Ford government could lose $2.8B over 5 years in online gambling bet, confidential report warns
Forecast contained in 'confidential’ analysis for casino firm; online gaming companies dispute conclusions
As Premier Doug Ford's government prepares to open up the online gambling market in Ontario, there's a warning that its plans could see the province and municipalities lose out on hundreds of millions of dollars in annual revenue.
That warning is in a new report by a gambling industry consulting firm, obtained by CBC News. The report was prepared for Great Canadian Gaming, the company with the largest share of Ontario's casino market.
Even though Ontario will have a new source of revenue from taxing the newly regulated online gaming sites, the report argues that the province will end up short-changed. That's because it predicts a big shift in spending from land-based casinos to internet gaming.
Because the tax rate Ontario is expected to impose on online gambling sites is much lower than the percentage the government takes from casino spending, the report concludes that the province stands to lose out on $550 million in annual revenue for a total of $2.8 billion over the next five years.
Pre-pandemic, annual provincial revenues from lottery and gambling amounted to as much as $2.5 billion.
But companies involved in the online gaming sector say the report's conclusions are flawed.
In particular, they question the key assumption underpinning the report: that existing casino customers will suddenly start spending much less of their money in casinos and more on internet gambling websites that are already available to them.
"When the regulated market opens in Ontario, nothing is going to change in respect to players' entertainment habits," said Jeffrey Haas, senior vice-president of DraftKings Inc., which offers U.S.-based online sports betting and online casino products.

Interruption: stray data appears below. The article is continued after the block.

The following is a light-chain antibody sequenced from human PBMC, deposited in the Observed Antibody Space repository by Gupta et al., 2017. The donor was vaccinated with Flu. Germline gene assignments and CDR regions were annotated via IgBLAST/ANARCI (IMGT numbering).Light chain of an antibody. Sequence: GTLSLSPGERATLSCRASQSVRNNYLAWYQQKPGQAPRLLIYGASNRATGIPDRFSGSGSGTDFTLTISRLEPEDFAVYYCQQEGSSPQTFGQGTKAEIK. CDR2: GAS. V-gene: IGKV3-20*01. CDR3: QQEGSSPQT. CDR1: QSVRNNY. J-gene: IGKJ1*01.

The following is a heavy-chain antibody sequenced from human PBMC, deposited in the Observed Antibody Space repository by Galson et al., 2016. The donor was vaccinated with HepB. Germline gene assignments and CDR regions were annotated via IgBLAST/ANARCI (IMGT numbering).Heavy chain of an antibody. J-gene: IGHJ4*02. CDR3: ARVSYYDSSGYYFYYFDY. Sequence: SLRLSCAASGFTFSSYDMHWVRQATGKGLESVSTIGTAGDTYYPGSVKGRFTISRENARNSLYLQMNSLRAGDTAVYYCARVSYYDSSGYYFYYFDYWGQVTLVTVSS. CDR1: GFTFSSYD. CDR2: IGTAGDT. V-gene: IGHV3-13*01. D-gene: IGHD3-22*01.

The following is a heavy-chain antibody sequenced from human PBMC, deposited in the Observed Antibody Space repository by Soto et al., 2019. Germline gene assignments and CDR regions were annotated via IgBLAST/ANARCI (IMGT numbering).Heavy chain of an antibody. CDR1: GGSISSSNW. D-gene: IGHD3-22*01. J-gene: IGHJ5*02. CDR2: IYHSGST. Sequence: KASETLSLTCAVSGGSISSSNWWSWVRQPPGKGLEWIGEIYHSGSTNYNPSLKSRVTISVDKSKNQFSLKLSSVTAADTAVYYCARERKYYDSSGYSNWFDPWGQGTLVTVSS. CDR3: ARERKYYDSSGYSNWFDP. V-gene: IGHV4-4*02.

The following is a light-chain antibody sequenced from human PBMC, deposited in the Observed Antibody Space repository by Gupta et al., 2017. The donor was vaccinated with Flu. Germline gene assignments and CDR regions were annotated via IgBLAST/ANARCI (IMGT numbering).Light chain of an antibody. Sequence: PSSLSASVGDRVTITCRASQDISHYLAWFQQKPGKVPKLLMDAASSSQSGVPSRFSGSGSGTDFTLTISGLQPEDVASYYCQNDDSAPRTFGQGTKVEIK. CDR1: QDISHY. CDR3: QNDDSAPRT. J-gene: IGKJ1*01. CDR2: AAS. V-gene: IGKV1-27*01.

"People who are playing in online casinos and online sportsbooks and online poker rooms will continue to do so, except they're going to go from playing offshore to onshore," he said in an interview. "And anybody who continues to walk into real casinos in order to play games there will continue to do so."
Officials from Great Canadian Gaming declined CBC's request for an interview about the report's findings, but CEO Tony Rodio provided a statement.
"The report includes critical learnings from other jurisdictions that introduced iGaming and cannibalized land-based operators in the process," he said. "While we support iGaming in principle, the Ontario government needs to take the time to get this right."
The report by HLT Advisory Inc., titled Ontario Gaming Market Assessment, is labelled "Private & Confidential" and dated Jan. 11.
It says the government's proposed "open licence" model for e-gaming will result in online sites more than tripling their share of Ontario's overall gambling market, estimated at around $7 billion a year.
"If an open-licence e-gaming model is implemented in Ontario, e-casino would capture a significant share of the total casino market," says the report, basing that conclusion largely on the U.K.'s experience after opening its e-gaming market in 2005.
Land-based casinos in Ontario must currently hand over 55 per cent of net gambling proceeds to the province. The Ford government has yet to announce what percentage it will take from regulated online gambling sites, but the report bases its assumptions on a 20 per cent tax rate, which industry sources say is likely accurate.
Finance Minister Peter Bethlenfalvy, who is responsible for Ontario's internet gambling regime, declined a request for an interview.
Ontarians spend up to $1B a year gambling online
Ontario's casinos have been hammered during the COVID-19 pandemic. They were completely shut down for months, and when they were allowed to reopen, they faced capacity limits. Travel restrictions at the border also meant casinos in such cities as Niagara Falls and Windsor were starved of their U.S. customers.